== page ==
November 20, 2018

Running Reports with Annual Report Data

     Fun Literary Fact for the Day: Pablo Neruda hated butterflies.  More on that later.  First off, I wanted to thank the Merri-Hill Rock Coop for inviting me to come talk about statistics last week.  It was a very informative discussion that certainly helped me get a better understanding of how all of you use the annual report, as well as think of ways to improve it going forward.  I wanted to follow up on a few items that were discussed at the meeting before I completely forget.

     In giving a quick overview of LibPAS, the software we use to collect the statistics for the annual report, I demonstrated a few features from the ‘Reports’ page.  I’m working on scheduling a webinar on the reporting function of LibPAS but, until then, the vendor gave me permission to send all of you the guide they give to their clients, like me.  Not all of it will apply, since I have a higher level of access that allows me administrative privileges.  The vendor has added some new functions as well, so it’s slightly out of date, which is part of the reason I did not share it previously.  However, I’ve been told that enough remains the same that it still covers the basics and should get everyone started.

       You cannot alter or delete the data in any way in the process of generating reports, so feel free to just play around with it.  Honestly, I’ve found that to be the best way to get a handle on the different kinds of reports, some more useful than others.  The most frustrating part is that the software appears to generate a new report any time you change almost any of the settings.  My recommendation is be to be mindful of how you title your reports and, once you’ve got the settings exactly how you want them, delete the older versions right away.  The information on when the report was generated (including date, hour, and minute) can be found in the ‘Updated’ column of the ‘Report’ tab.  You can use most, if not all, of the data elements in a report, including the key ratios; those are the analytical calculations like circ. per registered user, staff expenditures expressed as a percentage of budget, etc.  The guide shows you how to choose elements, choose locations, filter the data, and all kinds of other fun things.

     The reports also let you access the prior year data going back to 2010, which is all I have been able to load thus far.  A word of caution, though; it’s hard to compare certain data elements over several years because the definition of some elements has changed.  For example, circulation statistics were not broken out by material type until 2012.   IMLS has the definitions for past years on their website.  Going back to FY2006, you can find them in the link to a PDF document titled ‘Data Element Definitions’ for each respective year.  Prior to that, they are simply linked to as ‘Definitions’ or contained in the ‘Documentation’ for that particular year, usually in one of the indexes.  I also do not have the data for database and/or eBook usage going back to 2010 because it is a recent addition to the federal survey.  The data was collected in the past, just not necessarily as part of the annual report and I’m still working on piecing it all together from other sources.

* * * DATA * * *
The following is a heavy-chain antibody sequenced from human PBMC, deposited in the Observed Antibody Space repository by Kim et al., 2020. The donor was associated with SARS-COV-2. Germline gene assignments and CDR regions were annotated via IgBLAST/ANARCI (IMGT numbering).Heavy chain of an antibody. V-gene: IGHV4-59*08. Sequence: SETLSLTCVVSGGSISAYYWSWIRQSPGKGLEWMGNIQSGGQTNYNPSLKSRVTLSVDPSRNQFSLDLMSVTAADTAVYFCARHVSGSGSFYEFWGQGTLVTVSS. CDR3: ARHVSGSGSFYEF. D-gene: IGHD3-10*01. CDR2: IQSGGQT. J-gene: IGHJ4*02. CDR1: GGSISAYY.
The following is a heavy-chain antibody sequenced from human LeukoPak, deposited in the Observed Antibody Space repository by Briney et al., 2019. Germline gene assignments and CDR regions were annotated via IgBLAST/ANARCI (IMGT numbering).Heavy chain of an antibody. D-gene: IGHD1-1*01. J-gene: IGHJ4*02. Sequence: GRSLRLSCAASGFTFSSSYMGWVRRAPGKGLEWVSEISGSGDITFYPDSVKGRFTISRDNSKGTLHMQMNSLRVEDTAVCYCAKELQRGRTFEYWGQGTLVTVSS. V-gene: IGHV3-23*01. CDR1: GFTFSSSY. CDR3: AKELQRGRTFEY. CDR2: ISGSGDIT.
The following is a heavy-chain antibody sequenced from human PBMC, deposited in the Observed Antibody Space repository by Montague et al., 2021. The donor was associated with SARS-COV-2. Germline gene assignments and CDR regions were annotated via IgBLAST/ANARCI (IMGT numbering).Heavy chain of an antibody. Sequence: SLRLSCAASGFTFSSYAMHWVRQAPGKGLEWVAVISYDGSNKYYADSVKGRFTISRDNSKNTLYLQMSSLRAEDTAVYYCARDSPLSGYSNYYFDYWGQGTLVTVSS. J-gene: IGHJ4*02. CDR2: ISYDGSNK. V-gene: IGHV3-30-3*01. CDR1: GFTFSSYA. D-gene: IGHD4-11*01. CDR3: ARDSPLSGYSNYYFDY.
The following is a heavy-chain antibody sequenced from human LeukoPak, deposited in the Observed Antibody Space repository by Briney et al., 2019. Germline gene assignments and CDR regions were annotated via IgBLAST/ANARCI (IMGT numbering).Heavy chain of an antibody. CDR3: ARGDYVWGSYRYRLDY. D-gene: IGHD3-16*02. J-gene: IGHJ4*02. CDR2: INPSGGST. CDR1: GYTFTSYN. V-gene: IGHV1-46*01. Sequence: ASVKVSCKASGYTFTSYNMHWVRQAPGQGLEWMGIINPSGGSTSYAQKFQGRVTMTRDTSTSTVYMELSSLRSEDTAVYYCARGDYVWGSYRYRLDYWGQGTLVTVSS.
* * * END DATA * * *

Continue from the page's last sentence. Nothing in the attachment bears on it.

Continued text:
If you have any questions about the reports, or need your login info for LibPAS, please don’t hesitate to reach out to me and I’ll do my best to help.

Tim Rohe
Reference Librarian/State Data Coordinator
New Hampshire State Library
603-271-2144 (Reference Desk)

P.S.  OK, back to Pablo Neruda.  I’m reading a big honkin’ collection of every single ode by Pablo Neruda, appropriately titled All the Odes, and I have to say that I was a little taken aback by the level of vitriol directed toward one of nature’s more delicate creatures in Ode to the Butterfly.  The poetry gatekeepers had always led me to believe that Neruda was quite fond of butterflies and it is true that they show up quite frequently in his love poems.  The guy’s even got a genus of butterflies named after him!  But now my eyes are open.  Things start out OK in the ode to the humble butterfly, with their wings described as shimmering in the sky like jewels.  However, the ode literally take a dark turn when a cloud of butterflies from Argentina blots out the sun and attacks (attacks!) Neruda and his friend on horseback then goes on to devour whole fields of crops.  In order to stop this invading horde, Neruda threatens to burn down the sky.  It ends with, “I shall bring fire without sadness, I shall bring the spark of punishment to the butterfly mountain.”  It’s kind of like The Hobbit, except Smaug is a cloud of butterflies instead of a fire-breathing dragon.  Look, I’ll admit that I don’t know enough about the history of conflict between Chile and its neighbors, particularly Argentina, to know whether or not Neruda is using this as a thinly veiled metaphor for immigration issues or border tensions between the two countries.  Still, I can’t help but think that the only worse allegorical substitute he could have used is puppies.  Puppy Mountain sounds adorable!

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